Preparing and Loading the Charcoal Kiln

The first fire is relatively small and is intended to dry out some of the moisture in the clay/earth around the kiln remaining after construction and before winter. After cooling and cleaning it out, a “floor” is created above the steel floor slats using thin boards and brown charcoal from previous charcoal runs. Then the wood (mostly Pine) is split and stacked vertically from back to front leaving only a small airspace at the top. The front will be filled with kindling and bark and then the opening closed up and mostly sealed before lighting. Controlling the air intake slows down the burn and prevents loss/crumbling/cracking of charcoal wood. read more about the kiln and making charcoal.

First Lighting of the Forge & Antique Habaki Utsushi (写)

First lighting of the newly rebuilt charcoal forge in the island kajiba followed by stamping the tang and then hand forging and filing a classical tanto style habaki, silver soldered in the charcoal forge and closely based on an antique Edo period habaki. An utsushi (写) is a closely based study of another work for the purposes of professional development. Polishing and patinating will be done after the saya has been carved. information about the machigane | habaki making process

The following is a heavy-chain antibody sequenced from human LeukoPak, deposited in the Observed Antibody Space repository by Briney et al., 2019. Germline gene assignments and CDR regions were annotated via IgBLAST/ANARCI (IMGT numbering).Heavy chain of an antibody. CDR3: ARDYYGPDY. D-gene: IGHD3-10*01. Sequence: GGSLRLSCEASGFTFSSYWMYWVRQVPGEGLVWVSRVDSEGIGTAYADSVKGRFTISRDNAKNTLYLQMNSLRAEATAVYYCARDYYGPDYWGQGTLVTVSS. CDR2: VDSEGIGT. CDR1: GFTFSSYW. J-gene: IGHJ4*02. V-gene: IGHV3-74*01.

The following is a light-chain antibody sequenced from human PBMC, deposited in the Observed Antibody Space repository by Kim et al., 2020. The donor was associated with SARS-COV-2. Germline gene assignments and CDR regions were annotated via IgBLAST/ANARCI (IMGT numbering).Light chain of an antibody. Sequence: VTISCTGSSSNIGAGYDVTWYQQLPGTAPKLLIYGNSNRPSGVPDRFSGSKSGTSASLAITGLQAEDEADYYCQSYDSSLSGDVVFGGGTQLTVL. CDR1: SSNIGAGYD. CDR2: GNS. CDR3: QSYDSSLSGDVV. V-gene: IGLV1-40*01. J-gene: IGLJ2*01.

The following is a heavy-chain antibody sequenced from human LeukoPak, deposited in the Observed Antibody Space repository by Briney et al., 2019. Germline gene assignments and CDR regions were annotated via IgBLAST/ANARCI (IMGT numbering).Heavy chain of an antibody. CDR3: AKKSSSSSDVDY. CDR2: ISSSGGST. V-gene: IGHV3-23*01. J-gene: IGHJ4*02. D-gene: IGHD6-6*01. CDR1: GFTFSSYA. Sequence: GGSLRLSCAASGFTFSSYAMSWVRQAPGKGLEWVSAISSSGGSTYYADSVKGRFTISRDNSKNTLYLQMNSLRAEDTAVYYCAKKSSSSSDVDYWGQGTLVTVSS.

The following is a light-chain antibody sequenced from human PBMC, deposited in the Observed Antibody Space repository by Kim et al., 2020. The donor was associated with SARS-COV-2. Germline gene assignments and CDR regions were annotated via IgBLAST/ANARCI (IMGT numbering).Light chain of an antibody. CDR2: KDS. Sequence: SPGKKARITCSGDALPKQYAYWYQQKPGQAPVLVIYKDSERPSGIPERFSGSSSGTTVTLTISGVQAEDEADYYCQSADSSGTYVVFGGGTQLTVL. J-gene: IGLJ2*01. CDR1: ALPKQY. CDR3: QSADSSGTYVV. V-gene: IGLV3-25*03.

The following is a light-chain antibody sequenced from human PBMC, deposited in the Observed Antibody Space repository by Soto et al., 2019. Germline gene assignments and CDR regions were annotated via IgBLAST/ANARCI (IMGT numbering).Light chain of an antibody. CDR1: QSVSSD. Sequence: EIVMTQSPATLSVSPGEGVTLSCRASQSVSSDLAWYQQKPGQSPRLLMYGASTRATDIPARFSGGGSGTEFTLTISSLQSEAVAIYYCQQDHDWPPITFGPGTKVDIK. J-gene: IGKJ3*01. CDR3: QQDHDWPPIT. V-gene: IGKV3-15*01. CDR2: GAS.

Making 篩 for charcoal screening

Traditional Japanese swordsmithing forges are fueled by softwood charcoal which is first chopped, screened, and sorted into several sizes for different stages of the forging process. The “furui” (篩) or sieve is used to separate different sizes of charcoal during the sumi-kiri process. This one is the smallest mesh of the four, made from window screen, and saves the fines for the charcoal bed and allows the powder to fall through. See the whole museum forge project here.

Soulsmithing part 5

Pierre Nadeau of soulsmithing.com prepares to light his new forge in Canada. The focus of this video is sumi-kiri, charcoal chopping, screening, and sorting techniques, and will offer some valuable details for astute observers. Read more about the project, or watch the… Continue reading